Era of Sail is a seaworthy tycoon game, but it’s not without some leaks in the hull.
Columbus, the protagonist of DreaminGame’s Era of Sail, is a plucky little chap. Only moments after he’s discovered bobbing amid the wreckage of a ship, he’s already throwing his weight around the local port in his role of port manager, criticizing the dilapidated mills and lack of commerce. But rather than just grumbling about it, he immediately sets off to remedy the issues. We could use more people like him. He never loses track of this one-sided drive to perfection, but we get glimpses of a human side as he helps restore housing for the homeless and in time, we see how his success leads him to love. Believe it or not, this really isn’t a story-driven game.
Indeed, Era of Sail is a tycoon game at heart, the objective being to amass as large a fleet as possible and to use that fleet to send precious cargo across the world. The cargo itself comes from the factories and mills in the town that Columbus helps to restore, which you in turn pack into the cargo holds of your ship (remembering, of course, to provide beer for your sailors as a reward for a successful voyage). It’s a complicated process–right down to fluctuating prices that force you to keep an eye on the market to net the most profit–but not so complicated that newcomers to the tycoon genre might shy away. Not only does DreaminGame sprinkle the whole project with decent menus, but they wrap the entire game in intuitive tutorials.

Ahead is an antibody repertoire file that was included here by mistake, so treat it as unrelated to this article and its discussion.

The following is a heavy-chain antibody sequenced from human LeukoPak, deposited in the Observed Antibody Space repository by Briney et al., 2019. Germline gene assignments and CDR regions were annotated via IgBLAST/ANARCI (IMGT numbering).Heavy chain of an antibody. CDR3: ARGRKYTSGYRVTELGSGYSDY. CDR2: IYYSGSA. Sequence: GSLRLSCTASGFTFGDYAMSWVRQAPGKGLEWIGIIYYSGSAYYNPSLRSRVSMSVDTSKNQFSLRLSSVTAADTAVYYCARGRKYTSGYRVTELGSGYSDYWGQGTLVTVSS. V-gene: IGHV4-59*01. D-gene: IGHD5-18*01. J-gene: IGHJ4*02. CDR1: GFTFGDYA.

To get the most out of Era of Sail, though, you’re going to want to have several friends playing so you can establish trade routes with their ports. Such a concept seems forced in some other social games, but Era of Sail‘s saga of ship channels and merciless capitalism allow it to make sense; after all, even the bloodthirsty pirates of yore had a knack for diplomacy and the social aptitude demanded by commerce. If you don’t bring along a lot of friends, quite frankly, you’re going to have a bad time. Without them, progress gets unbearably slow, hampered even further by long shipping times.
It’s tempting to criticize Era of Sail for its reliance on the tedious sideshows of social gaming–the energy bars and cartloads of premium currency items, for instance–but it seems excessive to harp on those features in a game that so earnestly rewards you for the simple act of playing. Many social games award you for logging in every day, for instance, but Era of Sail distinguishes itself by showering your with increasingly large amounts of gold for however long you’ve been playing the game in one sitting. It’s a nice little topping of surprise in a game that already serves up a delicious helping of fun.
To complement its engaging side story, Era of Sail also benefits from a strong art style, ranging from the characters themselves to the occasionally beautiful models used for the ships and buildings. Alas, it’s not without its problems. Some players might balk at the way the energy bar mercilessly prohibits gameplay late into the game, and still others might balk at the occasional minutes-long waits as Era of Sail loads. Sometimes, it stops dead in the process, leaving you to wonder if your data was lost at sea.
But for a mobile tycoon game, you could do much worse. If you can accept its quirks (and manage to bring along a boatload of friends), it’s one of the best new tycoon games on the mobile market.